The prior art also shows the use of a continuous elongated spacer disposed uniformly through the front part of the gap forming area. The spacer containing portion of the gap is later cut or milled away. This leaves a gap area filled entirely with glass or epoxy.
By placing a layer of epoxy or glass material between the two gap forming mating surfaces, without spacers, and carefully controlling conditions of temperature and pressure, a predetermined gap width may be obtained. However this technique is difficult to apply in actual manufacturing use because of the difiiculties of precisely controlling the variables involved.
Another technique uses spacers distributed at intervals along the length of the mating surfaces with the spacer supported sections of the resultant assembly later eliminated. This causes excessive waste of the accurately machined profile.
The prior art shows the use of glass as the sole material in the gap area of the resultant head structure. Air bubbles within the glass in the gap area are often formed during the manufacturing operation. These bubbles weaken the total structure. In addition, if during the final polishing operations a bubble is reached at the pole tip surfaces, the adjacent ferrite material will SUMMARY OF THE INVENTION According to a feature of the invention, the foregoing problems are solved and the above objects realized by disposing a non-magnetic conductive spacer material uniformly in the entire gap forming area and glass bonding it to the ferrite. The individual head structures then contain the conductive spacer material as an in tegral part thereof.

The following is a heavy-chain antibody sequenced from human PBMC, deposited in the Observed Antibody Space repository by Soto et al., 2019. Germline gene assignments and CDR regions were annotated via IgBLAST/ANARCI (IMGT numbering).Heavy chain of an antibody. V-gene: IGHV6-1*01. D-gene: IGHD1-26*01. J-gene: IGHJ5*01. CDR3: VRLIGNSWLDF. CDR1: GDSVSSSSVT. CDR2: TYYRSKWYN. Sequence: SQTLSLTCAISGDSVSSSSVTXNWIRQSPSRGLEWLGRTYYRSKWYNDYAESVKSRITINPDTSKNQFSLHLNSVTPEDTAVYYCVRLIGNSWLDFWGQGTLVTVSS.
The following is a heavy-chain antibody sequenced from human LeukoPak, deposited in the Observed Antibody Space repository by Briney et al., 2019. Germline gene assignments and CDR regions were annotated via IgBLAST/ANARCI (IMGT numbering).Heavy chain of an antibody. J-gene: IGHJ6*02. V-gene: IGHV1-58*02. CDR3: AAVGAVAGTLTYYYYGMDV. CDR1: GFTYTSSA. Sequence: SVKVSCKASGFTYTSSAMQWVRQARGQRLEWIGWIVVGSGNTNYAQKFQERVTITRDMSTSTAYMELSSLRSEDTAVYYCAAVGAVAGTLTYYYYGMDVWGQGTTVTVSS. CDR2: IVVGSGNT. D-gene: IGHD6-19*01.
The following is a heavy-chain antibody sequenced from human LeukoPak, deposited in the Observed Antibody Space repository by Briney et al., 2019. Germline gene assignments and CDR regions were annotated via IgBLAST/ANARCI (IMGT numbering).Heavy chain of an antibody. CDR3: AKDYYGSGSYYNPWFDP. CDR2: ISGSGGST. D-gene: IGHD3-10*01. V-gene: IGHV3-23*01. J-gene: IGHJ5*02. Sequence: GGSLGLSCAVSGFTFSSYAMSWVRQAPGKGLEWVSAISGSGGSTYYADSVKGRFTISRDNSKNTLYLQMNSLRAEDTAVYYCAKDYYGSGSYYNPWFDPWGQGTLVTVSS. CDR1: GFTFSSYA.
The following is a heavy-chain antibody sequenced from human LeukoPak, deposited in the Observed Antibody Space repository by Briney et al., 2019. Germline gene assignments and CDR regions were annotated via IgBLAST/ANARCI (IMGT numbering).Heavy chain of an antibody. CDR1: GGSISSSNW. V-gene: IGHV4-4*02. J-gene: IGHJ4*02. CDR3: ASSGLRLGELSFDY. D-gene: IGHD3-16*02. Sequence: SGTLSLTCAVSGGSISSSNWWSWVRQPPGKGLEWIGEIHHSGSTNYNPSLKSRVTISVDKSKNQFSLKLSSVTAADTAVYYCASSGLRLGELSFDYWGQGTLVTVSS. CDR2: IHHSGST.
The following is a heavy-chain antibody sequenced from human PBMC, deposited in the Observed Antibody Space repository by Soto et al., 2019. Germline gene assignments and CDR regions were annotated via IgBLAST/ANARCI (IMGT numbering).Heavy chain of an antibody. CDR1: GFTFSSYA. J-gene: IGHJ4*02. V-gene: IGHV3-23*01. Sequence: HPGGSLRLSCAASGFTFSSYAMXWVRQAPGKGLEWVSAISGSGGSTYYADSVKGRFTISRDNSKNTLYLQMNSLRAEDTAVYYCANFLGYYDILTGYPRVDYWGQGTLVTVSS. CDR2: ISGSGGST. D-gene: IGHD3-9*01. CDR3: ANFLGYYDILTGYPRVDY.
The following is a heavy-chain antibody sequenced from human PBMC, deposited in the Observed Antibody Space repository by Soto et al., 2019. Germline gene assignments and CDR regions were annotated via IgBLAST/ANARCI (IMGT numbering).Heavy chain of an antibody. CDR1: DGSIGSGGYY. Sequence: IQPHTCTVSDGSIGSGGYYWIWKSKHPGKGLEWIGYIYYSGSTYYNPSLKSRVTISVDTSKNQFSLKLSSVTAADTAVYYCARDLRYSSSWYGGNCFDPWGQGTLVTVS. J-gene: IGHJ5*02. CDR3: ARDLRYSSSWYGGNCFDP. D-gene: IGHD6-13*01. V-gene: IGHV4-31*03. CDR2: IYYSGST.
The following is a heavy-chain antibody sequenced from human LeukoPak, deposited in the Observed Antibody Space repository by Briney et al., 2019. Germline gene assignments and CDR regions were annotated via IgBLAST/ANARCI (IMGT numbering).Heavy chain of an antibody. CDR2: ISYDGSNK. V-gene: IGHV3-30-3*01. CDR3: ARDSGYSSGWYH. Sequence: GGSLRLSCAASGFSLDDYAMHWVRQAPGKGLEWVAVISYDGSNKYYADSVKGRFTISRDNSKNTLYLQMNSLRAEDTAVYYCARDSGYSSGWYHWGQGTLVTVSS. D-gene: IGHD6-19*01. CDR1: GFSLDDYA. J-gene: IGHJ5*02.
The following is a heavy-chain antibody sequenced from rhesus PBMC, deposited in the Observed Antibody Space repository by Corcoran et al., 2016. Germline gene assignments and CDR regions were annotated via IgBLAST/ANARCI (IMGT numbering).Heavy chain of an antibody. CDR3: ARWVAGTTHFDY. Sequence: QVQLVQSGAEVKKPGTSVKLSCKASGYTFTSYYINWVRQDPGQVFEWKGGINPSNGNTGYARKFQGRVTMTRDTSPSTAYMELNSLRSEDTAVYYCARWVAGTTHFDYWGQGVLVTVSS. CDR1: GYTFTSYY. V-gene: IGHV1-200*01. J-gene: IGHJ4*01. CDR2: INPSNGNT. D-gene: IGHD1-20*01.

According to another feature of the invention, the
non-magnetic conductive spacer material uniformly,
fills the gap and extends slightly into the adjacent channel.
According to yet another feature of the invention,
the conductive spacer material is Havar.
The spacer material, instead of being considered superfluous, is used as an integral part of the structure and lends the structure advantages. Specifically, the conductive spacer material, when the head is electrically driven, has introduced therein eddy currents which enhance the fringing field of the gap.
According to specific features of the invention, profiled parts of ferrite material with carefully formed and finished mating surfaces are prepared. A strip of non-magnetic conductive spacer material, such as Havar, is placed between the gap forming surfaces of the profiled ferrite parts prior to the positioning of the parts in a support fixture which clamps the assembly. The spacer material extends completely throughout the gap forming area and into the adjacent channel. The spacer material is carefully aligned in order that it does not extend too far into the channel.